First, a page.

She parked next to a shiny black sedan that looked out of place in the rural setting. As she slipped from the driver's seat, she spotted someone approaching from the house. Ella rounded the front of the truck but dang near tripped over her own feet when she looked up and saw the guy she assumed was Austin. In one glance, she noted his almond brown hair, striking blue eyes and a chiseled jaw that would be right at home on a cowboy in an old Western. She'd bet a considerable stack of cash that if she wiped the edges of her mouth, she'd find spontaneous drool.
She continued to stare until her mind smacked the inside of her skull and said, Say something, you goob!
"Uh, yes." She extended her hand and he shook hers once before pulling back. It was over so quickly that she wanted to whimper. She'd gotten the fleeting notion that his hand was strong and warm. "I'm sorry about Mr. Bryant's passing. You're a relative?"
"He was my grandfather." He motioned for her to follow him toward the house.
Okay, so not a small talk kind of guy. Of course, his mind was probably still occupied by grief at the loss of his grandfather. As she followed him, she had to force herself not to admire the breadth of his shoulders beneath his gray T-shirt.
Austin paused on the porch and shifted his beautiful blue gaze back to her. "I don't know if you know this, but my grandparents were hoarders. When I said there was a lot of junk, it wasn't an exaggeration."
Hoarders? Eek, what had she walked into? She had visions of mile-high refuse and a stench that would fell a skunk.
But when she followed him inside, she wasn't knocked over by the odor. It was a bit musty with a layer of that old-people smell they couldn't help, but considering how much stuff was just in the living room her nose was getting off easy.
She scanned the room, already picking out a few items that could be repurposed into eye-catching modern decor. So many people looked at a dated item and thought it had outlived its usefulness. She laid eyes on something such as the old cabinet-style TV and saw the cute shelving unit it could become with a little time, effort and paint.
"You can walk through the house if you like," Austin said. "But if you already know you're not interested, I understand."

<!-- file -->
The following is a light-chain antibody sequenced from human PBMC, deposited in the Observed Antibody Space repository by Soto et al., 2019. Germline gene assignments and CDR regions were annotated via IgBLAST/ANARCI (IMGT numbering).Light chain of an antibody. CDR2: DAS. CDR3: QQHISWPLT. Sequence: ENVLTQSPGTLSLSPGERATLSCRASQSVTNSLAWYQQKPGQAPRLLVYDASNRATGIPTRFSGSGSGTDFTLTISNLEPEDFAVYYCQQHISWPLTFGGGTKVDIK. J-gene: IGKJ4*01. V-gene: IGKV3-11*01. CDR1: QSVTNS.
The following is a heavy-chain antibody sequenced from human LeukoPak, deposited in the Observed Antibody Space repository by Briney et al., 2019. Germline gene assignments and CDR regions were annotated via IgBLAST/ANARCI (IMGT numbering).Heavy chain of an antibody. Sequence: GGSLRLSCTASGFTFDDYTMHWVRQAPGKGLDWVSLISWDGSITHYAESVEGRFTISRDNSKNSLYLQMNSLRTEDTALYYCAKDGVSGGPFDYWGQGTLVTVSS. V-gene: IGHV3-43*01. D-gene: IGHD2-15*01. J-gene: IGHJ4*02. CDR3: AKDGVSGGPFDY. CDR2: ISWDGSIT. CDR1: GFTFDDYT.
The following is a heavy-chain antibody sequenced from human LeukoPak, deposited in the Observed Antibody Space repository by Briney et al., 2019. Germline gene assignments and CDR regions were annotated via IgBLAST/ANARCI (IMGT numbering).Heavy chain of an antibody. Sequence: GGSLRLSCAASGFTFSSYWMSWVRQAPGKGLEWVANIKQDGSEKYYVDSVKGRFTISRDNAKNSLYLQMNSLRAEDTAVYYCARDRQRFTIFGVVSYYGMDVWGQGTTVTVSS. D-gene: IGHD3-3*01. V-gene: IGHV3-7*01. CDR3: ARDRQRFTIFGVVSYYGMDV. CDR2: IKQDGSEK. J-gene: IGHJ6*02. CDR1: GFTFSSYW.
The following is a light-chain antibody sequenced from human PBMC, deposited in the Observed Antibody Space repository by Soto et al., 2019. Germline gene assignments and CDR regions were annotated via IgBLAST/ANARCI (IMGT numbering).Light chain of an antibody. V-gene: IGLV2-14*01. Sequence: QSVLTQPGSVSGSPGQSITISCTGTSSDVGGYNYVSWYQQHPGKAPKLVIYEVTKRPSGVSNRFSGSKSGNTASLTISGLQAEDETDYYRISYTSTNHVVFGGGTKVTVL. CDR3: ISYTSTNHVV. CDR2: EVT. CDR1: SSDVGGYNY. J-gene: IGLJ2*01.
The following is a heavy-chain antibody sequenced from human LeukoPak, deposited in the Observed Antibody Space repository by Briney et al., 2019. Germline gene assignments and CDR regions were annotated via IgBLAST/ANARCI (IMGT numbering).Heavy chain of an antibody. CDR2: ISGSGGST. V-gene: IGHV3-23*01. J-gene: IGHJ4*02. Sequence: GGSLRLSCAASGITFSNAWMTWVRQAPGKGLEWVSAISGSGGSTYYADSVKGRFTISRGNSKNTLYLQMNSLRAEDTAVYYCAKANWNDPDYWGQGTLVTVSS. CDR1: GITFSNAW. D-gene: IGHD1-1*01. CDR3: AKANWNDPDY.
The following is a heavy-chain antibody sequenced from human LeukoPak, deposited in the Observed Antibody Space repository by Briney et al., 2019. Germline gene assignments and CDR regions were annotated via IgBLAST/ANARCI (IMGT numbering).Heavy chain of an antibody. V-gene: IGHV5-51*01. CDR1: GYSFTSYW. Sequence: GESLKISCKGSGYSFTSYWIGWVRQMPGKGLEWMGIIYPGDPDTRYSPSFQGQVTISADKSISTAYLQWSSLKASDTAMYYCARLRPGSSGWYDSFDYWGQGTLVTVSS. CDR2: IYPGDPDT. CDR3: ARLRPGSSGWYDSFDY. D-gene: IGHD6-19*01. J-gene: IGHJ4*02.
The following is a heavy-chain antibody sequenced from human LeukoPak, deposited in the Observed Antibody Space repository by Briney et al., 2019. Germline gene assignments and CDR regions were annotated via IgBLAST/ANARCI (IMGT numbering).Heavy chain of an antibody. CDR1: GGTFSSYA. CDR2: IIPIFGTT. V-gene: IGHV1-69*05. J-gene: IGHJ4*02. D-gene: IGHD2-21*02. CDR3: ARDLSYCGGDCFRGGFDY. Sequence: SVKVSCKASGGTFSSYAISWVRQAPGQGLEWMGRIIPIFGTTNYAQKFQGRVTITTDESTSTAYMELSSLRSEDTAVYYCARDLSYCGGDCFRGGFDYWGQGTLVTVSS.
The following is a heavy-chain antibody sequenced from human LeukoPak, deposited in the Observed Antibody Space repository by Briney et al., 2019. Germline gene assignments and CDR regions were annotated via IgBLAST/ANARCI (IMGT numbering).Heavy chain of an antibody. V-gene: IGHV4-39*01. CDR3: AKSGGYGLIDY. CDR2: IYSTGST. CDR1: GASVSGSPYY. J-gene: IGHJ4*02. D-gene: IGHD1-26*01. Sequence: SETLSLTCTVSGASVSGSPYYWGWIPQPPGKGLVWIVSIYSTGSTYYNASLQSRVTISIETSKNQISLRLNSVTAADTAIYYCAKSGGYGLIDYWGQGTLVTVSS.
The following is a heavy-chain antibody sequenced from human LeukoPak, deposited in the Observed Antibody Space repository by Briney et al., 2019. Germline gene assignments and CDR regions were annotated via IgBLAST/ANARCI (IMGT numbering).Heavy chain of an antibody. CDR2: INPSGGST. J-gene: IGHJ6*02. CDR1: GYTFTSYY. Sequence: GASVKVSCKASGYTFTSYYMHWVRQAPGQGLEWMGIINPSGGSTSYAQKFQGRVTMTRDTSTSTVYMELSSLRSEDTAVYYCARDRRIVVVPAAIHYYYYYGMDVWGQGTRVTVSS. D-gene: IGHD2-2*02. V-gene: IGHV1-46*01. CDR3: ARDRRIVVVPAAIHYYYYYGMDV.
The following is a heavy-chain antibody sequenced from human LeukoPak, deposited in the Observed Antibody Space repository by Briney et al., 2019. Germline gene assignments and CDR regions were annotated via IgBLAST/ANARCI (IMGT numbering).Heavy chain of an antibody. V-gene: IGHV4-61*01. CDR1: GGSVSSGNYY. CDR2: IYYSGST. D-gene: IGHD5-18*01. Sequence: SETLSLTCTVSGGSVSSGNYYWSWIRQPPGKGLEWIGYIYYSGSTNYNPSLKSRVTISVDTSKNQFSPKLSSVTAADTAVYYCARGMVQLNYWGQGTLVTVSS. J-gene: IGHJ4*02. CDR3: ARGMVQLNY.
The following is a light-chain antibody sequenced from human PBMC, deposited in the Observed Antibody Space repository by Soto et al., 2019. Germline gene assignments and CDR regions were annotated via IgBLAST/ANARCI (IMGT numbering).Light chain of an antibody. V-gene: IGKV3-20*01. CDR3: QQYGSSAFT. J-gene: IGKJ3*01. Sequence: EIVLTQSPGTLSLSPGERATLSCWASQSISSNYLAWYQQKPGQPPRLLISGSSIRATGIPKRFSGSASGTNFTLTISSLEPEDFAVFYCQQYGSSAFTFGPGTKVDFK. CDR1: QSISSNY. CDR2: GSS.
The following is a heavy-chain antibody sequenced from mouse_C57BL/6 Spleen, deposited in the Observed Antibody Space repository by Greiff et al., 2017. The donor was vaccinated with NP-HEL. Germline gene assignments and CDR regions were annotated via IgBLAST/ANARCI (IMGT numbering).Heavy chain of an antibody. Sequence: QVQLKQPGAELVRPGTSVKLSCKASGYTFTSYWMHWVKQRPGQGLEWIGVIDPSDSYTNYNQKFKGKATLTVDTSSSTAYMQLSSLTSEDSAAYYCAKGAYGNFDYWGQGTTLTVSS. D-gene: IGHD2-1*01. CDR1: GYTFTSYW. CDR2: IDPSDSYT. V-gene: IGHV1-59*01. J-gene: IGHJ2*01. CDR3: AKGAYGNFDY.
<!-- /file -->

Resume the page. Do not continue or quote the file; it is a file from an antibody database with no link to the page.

She looked at him and would swear he'd stiffened up. The tension was radiating off him like heat rising off a long stretch of Texas highway in July. He did not want to be here. Whether it was because of memories or the monumental task of cleaning out his grandparents' things, she couldn't tell.
"I'll look around." As she walked from the living area into the kitchen, she tried not to let her excitement start galloping like a runaway horse. But it was difficult considering the wealth of tins, crockery, utensils and even an old percolator-style coffeepot on the stove.
As she moved from one room to another, Austin didn't leave the living room. It was as if he didn't want to be out of view of the front door. She didn't dawdle, but she took enough time to get some idea of what was available before returning to where Austin waited, definitely closer to the open door than when she'd left him.
"So how much to haul this away and how long will it take?" he asked.
Her gaze landed on several mason jars full of buttons behind him but she forced herself to focus on Austin, even if he did make her heart beat faster than normal.
"How much are you keeping?" she asked.
"None of it." He glanced around as the space between his dark eyebrows scrunched, as if he were perplexed why she would ask that question.
He wasn't the only one with questions. Had he already retrieved any mementos or heirlooms he wanted to keep? Or did he truly not want anything? She had never encountered a haul this large, and she worried about how she would manage to get it all out in a timely fashion and still meet her other obligations. But she'd have to because she was standing in the midst of a treasure trove of possible income.
Considering the situation, she reined in her giddiness. "I'll haul it away for free, but it'll take me several days since I'm a one-woman operation."